Frequently asked questions
Q: Nighttime ointments (Lacrilube, Refresh PM, etc) contain petrolatum. Is this the same thing you're talking about?
A:No. Nighttime ointments are intended to be squirted inside the eyelids, in large enough quantity to lubricate the eye, in effect
replacing the normal 3-layer tear film with something more like packing the eyeball in grease.
While using these ointments in the eye, vision is typically distorted.
In contrast, applying petrolatum next to the eye adds just a small amount of lipid, enough to control evaporation but not enough to affect vision.
Q:Could I apply a nighttime ointment next to my eye and get the same results?
A:I have tried that and have found it is less effective than pure petrolatum. I think
the reason is that the mineral oil that is added to the nighttime ointments make it spread too fast and too thinly
to be effective when applied next to the eye.
Q:Aren't you worried about using petrolatum that is not labeled "sterile"?
A:If I could find a source for sterile petrolatum I would use it.
Since I have not found that yet, I take comfort in the
fact that fats and oils don't support microbe populations in the way that aqueous solutions do.
Further detailed thoughts and speculations
- If the anecdotal reports of good meibomian gland functioning hold true, then we have to wonder about the mechanism by which
this treament helps keep the meibomian glands working right.
Some possiblities I have come up with are:
- Perhaps the petrolatum creeps down into the meibomian gland openings and directly acts as a "thinner", thus keeping the meibomian gland
ducts from clogging.
- Perhaps the petrolatum works by slowing evaporation, thus breaking the vicious cycle in which dry eye leads to blepharitis which leads to dry eye.
- On the question "Will we ever know if this is safe and effective?"
- because petrolatum is unpatentable, cheap, and widely available,
there is no financial incentive for investors to fund a clinical trial to establish that it is safe and effective for dry eye.
Unless a nonprofit or governmental agency conducts a study, then at best we will get evidence of this method's
safety and efficacy when it is used, as it was in the Tsubota study mentioned above, as the control in a study.
Donald MacKeen has patented the use of petrolatum-based preparations as a time-release mechanism
for delivering drugs to the eye. I think this holds great promise, and that it may attract some funding
for studies of various drugs delivered in this way. Those studies should give
further information about the long-term safety of using petrolatum next to the eye (although they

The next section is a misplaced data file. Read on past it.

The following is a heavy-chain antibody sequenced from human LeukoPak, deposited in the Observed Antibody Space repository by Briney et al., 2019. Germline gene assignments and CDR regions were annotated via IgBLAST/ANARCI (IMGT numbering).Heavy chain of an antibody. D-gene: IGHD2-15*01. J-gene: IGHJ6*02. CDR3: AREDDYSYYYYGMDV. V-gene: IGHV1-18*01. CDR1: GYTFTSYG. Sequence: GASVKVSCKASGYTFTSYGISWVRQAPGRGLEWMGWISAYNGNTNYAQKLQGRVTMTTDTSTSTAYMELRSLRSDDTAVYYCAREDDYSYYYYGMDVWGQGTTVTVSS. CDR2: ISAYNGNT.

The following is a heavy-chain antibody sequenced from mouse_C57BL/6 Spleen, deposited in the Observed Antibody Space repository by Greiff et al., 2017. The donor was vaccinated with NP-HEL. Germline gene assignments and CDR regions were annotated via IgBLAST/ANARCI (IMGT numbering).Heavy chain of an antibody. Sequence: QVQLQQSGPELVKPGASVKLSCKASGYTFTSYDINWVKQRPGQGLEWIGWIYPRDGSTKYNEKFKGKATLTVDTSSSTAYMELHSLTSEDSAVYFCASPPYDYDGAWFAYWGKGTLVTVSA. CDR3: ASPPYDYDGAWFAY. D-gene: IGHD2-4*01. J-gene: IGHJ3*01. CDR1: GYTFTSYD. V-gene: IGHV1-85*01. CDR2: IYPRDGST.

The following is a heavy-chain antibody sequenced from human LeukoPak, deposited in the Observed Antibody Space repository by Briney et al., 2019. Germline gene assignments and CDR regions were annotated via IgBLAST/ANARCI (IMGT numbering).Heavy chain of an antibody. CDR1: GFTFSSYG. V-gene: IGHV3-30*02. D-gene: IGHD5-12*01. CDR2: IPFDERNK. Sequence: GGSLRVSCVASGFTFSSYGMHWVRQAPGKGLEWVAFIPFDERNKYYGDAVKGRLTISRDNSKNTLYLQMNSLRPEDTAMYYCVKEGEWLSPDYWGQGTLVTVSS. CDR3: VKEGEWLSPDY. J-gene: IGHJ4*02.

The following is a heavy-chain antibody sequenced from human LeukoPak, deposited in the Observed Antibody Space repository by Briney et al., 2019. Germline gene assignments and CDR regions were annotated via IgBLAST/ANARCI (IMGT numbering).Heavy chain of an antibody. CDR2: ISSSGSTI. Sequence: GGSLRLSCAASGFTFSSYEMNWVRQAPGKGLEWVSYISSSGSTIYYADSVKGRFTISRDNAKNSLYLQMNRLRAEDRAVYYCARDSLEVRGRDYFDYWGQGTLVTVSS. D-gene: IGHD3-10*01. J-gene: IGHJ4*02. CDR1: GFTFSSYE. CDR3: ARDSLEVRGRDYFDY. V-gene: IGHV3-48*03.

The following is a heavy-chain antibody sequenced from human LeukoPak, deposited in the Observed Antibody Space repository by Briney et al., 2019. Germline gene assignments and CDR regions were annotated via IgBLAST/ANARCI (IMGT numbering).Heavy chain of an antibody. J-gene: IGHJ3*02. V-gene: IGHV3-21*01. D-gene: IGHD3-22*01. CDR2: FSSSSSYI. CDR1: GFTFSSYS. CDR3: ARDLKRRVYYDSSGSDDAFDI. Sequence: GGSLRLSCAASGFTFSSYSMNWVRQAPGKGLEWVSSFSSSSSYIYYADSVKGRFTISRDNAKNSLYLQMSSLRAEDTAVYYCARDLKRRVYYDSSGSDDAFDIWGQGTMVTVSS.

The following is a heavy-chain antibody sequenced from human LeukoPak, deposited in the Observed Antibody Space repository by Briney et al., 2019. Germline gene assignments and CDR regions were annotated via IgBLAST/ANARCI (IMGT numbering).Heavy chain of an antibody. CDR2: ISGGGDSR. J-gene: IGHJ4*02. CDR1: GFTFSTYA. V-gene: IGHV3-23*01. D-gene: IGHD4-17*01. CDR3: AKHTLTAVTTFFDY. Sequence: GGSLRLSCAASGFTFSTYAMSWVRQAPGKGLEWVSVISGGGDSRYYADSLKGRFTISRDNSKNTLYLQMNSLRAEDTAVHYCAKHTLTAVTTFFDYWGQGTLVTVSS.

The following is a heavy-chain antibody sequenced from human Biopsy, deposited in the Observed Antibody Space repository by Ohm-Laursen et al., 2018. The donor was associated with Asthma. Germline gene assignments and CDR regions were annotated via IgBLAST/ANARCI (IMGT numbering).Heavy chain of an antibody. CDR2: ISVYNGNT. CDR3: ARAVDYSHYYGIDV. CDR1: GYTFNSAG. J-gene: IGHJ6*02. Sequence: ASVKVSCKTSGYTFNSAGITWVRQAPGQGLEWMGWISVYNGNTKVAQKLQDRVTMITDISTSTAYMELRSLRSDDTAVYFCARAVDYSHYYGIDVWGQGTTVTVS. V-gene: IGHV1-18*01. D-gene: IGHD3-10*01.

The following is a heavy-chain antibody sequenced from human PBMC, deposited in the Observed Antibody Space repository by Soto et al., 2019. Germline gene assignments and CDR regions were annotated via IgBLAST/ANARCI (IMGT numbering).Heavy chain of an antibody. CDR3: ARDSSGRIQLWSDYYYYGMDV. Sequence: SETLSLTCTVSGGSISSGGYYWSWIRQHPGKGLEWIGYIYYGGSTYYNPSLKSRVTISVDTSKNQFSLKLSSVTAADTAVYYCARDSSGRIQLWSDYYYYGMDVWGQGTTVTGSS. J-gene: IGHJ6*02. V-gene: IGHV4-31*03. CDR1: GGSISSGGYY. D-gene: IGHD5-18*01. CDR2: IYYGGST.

may be carried out on non-dry-eye populations and therefore may have nothing to say about effectivenss for dry eye).
- What is the mechanism for supracutaneous movement of petrolatum?
- MacKeen's patent application suggests it has
something to do with a scissoring action during blinking.
- What I have seen suggests to me that the
petrolatum creeps in all directions from where it is placed on the skin, and will creep between the lashes
and across the eyelid margin and into the eye. Of course it also creeps down onto the cheeks and up toward the eyebrows, where it
does no good and no harm. It appears to also creep up the lashes and off the ends of them, where it forms
dangling threads of petrolatum.
- These observations beg the further question, what causes the creeping? I don't have an answer
to that. Whatever it is, the creeping is stronger than gravity; if you put a dot of petrolatum on your cheek and then wait half an hour,
the cheek gets shiny not only below but also above the dot.
- I did hear by email from the roommate of a physicist, who wrote that the physicist said this was a well understood
phenomenon of fluid dynamics. The physicist explained it to my correspondent as follows:
" you've got some more solid petrolatum floating atop some less solid petrolatum (the warmer part
next to your skin) and the more solid bit will skid off in *all* directions till
it's all distributed in a thin layer of less solid stuff, At which point we feel the need to reapply as its not moving as much."
This would explain why the petrolatum seems less effective if it's warm and liquid (as for example when it's been sitting in a hot
car). It would also explain why I get more mileage out of petrolatum than out of petrolatum thinned with mineral oil, as is found
in commercial preparations meant to be put into the eye for nighttime use.